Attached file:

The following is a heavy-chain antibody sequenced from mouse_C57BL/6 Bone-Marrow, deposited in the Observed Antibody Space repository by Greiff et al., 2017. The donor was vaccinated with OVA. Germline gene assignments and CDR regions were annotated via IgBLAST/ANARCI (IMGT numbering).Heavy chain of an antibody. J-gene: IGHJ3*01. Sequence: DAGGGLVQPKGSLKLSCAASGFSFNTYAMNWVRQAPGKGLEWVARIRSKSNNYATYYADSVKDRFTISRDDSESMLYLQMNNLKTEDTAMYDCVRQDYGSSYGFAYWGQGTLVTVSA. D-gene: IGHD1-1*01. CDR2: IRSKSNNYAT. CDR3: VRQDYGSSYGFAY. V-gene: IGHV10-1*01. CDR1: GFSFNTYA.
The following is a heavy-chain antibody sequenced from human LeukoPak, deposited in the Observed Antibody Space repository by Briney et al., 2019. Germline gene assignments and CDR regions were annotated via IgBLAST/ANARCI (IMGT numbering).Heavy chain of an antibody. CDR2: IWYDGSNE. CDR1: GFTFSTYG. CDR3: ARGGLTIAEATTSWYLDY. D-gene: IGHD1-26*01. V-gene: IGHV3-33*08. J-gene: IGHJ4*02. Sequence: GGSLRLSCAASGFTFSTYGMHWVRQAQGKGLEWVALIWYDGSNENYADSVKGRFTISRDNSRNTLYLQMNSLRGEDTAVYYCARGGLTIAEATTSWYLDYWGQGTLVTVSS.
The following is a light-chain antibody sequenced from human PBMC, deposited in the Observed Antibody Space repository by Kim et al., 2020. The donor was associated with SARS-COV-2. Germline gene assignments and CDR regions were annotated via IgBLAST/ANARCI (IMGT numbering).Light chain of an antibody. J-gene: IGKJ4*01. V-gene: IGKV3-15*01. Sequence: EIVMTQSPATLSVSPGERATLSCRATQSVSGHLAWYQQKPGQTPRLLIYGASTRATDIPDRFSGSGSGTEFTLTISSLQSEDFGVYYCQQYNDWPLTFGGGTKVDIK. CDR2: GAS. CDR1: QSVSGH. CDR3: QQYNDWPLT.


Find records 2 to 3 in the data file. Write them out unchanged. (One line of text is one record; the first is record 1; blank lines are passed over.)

The following is a heavy-chain antibody sequenced from human LeukoPak, deposited in the Observed Antibody Space repository by Briney et al., 2019. Germline gene assignments and CDR regions were annotated via IgBLAST/ANARCI (IMGT numbering).Heavy chain of an antibody. CDR2: IWYDGSNE. CDR1: GFTFSTYG. CDR3: ARGGLTIAEATTSWYLDY. D-gene: IGHD1-26*01. V-gene: IGHV3-33*08. J-gene: IGHJ4*02. Sequence: GGSLRLSCAASGFTFSTYGMHWVRQAQGKGLEWVALIWYDGSNENYADSVKGRFTISRDNSRNTLYLQMNSLRGEDTAVYYCARGGLTIAEATTSWYLDYWGQGTLVTVSS.
The following is a light-chain antibody sequenced from human PBMC, deposited in the Observed Antibody Space repository by Kim et al., 2020. The donor was associated with SARS-COV-2. Germline gene assignments and CDR regions were annotated via IgBLAST/ANARCI (IMGT numbering).Light chain of an antibody. J-gene: IGKJ4*01. V-gene: IGKV3-15*01. Sequence: EIVMTQSPATLSVSPGERATLSCRATQSVSGHLAWYQQKPGQTPRLLIYGASTRATDIPDRFSGSGSGTEFTLTISSLQSEDFGVYYCQQYNDWPLTFGGGTKVDIK. CDR2: GAS. CDR1: QSVSGH. CDR3: QQYNDWPLT.